The election also differed from previous elections in its result. The political forces in the presidential camp did not achieve an absolute majority of 289 seats. Ensemble, the presidential coalition bringing together Macron’s party, Renaissance (formerly La République En Marche), the Democratic Movement, and Horizons won 245 seats, NUPES won 131 (+22 for various left-wing parties), while the far-right National Rally (NR) won 89. The Macronist camp was forced to reach an agreement with The Republicans (74 seats), less defeated than they had been in the presidential elections.
The tripartite dynamic that characterised the presidential election is now reflected in the Assembly. This tripartite reality is all the more surprising given that institutional rules had prevented access to the assembly of a far-right group since 1986 and largely reduced the weight of the radical Left since 2012.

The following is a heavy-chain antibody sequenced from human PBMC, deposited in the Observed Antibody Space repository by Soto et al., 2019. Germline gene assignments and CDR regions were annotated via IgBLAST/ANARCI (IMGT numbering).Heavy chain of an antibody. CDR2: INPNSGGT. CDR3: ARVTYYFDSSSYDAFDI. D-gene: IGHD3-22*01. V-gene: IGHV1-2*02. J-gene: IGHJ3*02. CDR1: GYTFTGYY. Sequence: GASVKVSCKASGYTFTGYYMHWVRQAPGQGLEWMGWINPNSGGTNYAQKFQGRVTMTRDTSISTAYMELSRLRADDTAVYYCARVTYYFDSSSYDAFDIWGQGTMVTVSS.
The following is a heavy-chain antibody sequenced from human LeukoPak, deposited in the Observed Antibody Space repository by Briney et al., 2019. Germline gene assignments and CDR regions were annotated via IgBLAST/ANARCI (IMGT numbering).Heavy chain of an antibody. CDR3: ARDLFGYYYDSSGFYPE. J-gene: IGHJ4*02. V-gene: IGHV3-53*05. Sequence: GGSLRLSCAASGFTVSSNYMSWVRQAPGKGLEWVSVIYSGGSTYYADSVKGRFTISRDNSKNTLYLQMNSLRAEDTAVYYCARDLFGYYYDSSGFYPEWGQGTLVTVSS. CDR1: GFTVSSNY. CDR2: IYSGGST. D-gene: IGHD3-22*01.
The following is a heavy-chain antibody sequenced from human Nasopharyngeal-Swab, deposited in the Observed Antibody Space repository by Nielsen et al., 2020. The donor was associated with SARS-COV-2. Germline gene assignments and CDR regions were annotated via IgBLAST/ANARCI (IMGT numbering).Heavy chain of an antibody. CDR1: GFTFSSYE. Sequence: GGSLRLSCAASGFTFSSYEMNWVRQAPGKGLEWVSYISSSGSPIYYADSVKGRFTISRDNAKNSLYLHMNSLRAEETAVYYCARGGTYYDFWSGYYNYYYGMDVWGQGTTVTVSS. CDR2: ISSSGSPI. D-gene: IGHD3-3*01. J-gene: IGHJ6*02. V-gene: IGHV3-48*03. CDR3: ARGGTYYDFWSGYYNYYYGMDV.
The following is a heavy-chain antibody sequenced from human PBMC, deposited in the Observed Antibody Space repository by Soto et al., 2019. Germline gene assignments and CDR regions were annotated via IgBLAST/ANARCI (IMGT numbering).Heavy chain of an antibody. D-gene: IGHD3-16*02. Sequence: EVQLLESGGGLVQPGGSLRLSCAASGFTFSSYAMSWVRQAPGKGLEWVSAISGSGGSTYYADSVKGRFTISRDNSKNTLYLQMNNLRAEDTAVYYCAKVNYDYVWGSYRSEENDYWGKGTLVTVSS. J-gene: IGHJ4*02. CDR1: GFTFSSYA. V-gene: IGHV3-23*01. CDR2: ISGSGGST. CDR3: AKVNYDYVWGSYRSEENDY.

Another highlight was abstention, which reached 53 percent. Compared to the presidential elections, the electorate was reduced to the most active voters, without radically changing the various sectors mobilised. Understanding the mobilisation/demobilisation dynamics and the definition of each of the electorates helps to shed light on this unprecedented situation.
The presidential camp in turmoil
In 2017, La République En Marche alone obtained 314 representatives (361 for the entire coalition). In 2022, Ensemble won only 245, including 170 for the presidential party. The collapse is amplified by the elimination of emblematic figures from Macronia (Richard Ferrand, Christophe Castaner, Jean-Michel Blanquer) and members of Élisabeth Borne’s government formed on 20 May (Amélie de Montchalin, Minister of Ecological Transition, Brigitte Bourguignon, Minister of Solidarity and Health and Justine Bénin, Minister of the Sea) forced to leave it.